Sky News cameraman Mick Deane shot and killed in Egypt
A veteran Sky News cameraman has been shot and killed while covering the violence in Cairo, the broadcaster has said.
Sixty-one-year-old Mick Deane had worked for Sky for 15 years. He was married with two sons.
Head of Sky News John Ryley paid tribute to an "experienced journalist" and "much-loved colleague".
Earlier Egyptian security forces stormed two protest camps in Cairo, with reports of dozens killed.
A state of emergency has been declared in the country after the army and riot police moved to clear the camps, which were occupied by supporters of deposed President Mohammed Morsi.'Brave as a lion'
The British cameraman, who lived in Northamptonshire, was born in Hannover, Germany. Before Sky, he worked for CNN and ITN.
He had been part of Sky News' team covering the clashes with Middle East correspondent Sam Kiley. None of the other team members had been hurt, the broadcaster said.
In a statement Mr Ryley said: "Everyone at Sky News is shocked and saddened by Mick's death.
"He was a talented and experienced journalist who had worked with Sky News for many years. The loss of a much-loved colleague will be deeply felt across Sky News."
End Quote Kay Burley Sky News presenter
My heart breaks for the family of our friend Mick Deane killed today in Cairo”
He added: "Our thoughts and prayers are with his wife and family. We will give them our full support at this extremely difficult time."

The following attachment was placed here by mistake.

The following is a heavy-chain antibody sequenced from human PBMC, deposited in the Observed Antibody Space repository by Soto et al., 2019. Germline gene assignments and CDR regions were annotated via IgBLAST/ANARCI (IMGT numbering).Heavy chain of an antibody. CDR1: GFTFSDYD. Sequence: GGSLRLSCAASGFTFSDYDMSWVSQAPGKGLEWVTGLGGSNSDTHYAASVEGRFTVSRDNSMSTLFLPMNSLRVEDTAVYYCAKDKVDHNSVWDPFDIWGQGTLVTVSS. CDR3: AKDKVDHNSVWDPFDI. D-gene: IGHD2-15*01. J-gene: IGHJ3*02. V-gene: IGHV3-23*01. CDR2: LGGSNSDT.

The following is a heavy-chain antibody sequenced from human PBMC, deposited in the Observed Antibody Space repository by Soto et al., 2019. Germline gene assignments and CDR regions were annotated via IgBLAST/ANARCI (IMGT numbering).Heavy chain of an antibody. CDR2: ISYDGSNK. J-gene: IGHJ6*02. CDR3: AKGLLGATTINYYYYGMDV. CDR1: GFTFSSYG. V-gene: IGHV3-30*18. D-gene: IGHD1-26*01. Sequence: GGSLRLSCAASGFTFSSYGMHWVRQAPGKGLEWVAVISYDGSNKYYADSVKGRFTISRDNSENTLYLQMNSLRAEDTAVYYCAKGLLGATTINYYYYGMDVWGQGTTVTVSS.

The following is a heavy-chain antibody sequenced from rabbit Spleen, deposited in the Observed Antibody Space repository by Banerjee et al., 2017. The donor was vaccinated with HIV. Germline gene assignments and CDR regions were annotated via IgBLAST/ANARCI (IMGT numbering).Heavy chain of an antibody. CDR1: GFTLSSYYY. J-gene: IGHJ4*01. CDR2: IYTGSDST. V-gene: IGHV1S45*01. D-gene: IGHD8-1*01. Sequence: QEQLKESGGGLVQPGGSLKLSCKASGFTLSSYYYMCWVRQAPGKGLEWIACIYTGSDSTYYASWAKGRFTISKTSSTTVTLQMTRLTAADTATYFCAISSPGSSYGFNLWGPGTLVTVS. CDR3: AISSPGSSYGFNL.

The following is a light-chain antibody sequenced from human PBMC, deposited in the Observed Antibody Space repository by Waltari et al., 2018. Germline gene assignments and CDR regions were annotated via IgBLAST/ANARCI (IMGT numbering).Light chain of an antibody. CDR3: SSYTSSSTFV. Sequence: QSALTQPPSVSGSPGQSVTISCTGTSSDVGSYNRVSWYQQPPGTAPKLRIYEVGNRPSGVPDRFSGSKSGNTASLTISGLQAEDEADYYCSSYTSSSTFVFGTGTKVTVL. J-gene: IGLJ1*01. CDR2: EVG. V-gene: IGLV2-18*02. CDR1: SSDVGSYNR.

Prime Minister David Cameron paid tribute to the journalist on Twitter, saying: "I am saddened to hear of the death of cameraman Mick Deane... My thoughts are with his family and the Sky News team."
Sky's foreign affairs editor Tim Marshall described Deane as "a friend, brave as a lion but what a heart… what a human being".
"He was a friend. Our hearts go out to his family. He died doing what he'd been doing so brilliantly for decades."
And Sky News presenter Kay Burley said: "My heart breaks for the family of our friend Mick Deane killed today in Cairo. A true gentlemen. It was an honour to have known him."
Former colleagues also sent their condolences with Neal Mann, an editor at the Wall Street Journal, saying on Twitter: "Mick Deane was one of the nicest people I've ever worked with on the ground. Really helped me in my career, a great guy and brilliant cameraman."Second journalist killed
Reports suggested a second journalist, 26-year-old Habiba Ahmed Abd Elaziz from Egypt, had also been killed in the disturbances.
Her employer, Gulf news organisation Xpress, said she had gone to her home country on annual leave and had not been working on an official assignment.
"It's hard to believe she's gone. She was passionate about her work and had a promising career ahead," deputy editor Mazhar Farooqui said.
Xpress reported family members saying she was shot at the Rabaa Al Adawiya Square in Cairo.
According to the International Federation of Journalists, 121 journalists and media workers were violently killed around the world in 2012 - one of the trade's bloodiest years.
The latest deaths came as Egypt's health ministry announced that around 150 people had been killed in the disturbances, with almost 1,500 injured.
Meanwhile, the British embassy in Cairo announced it was closing to the public for two days amid the violence.
Foreign Secretary William Hague said the UK government had been "closely involved" in diplomatic efforts to resolve the crisis.
"I condemn the use of force in clearing protests and call on the security forces to act with restraint," he said.
Foreign Office minister Alistair Burt said there was "incredible intensity" between the rival groups in Egypt and said political leadership was needed to "broker compromise" and stop the violence.
The Foreign Office also updated its travel advice, warning against all travel to the North Sinai region.
Non-essential travel to the rest of the country should be also avoided, the advice said.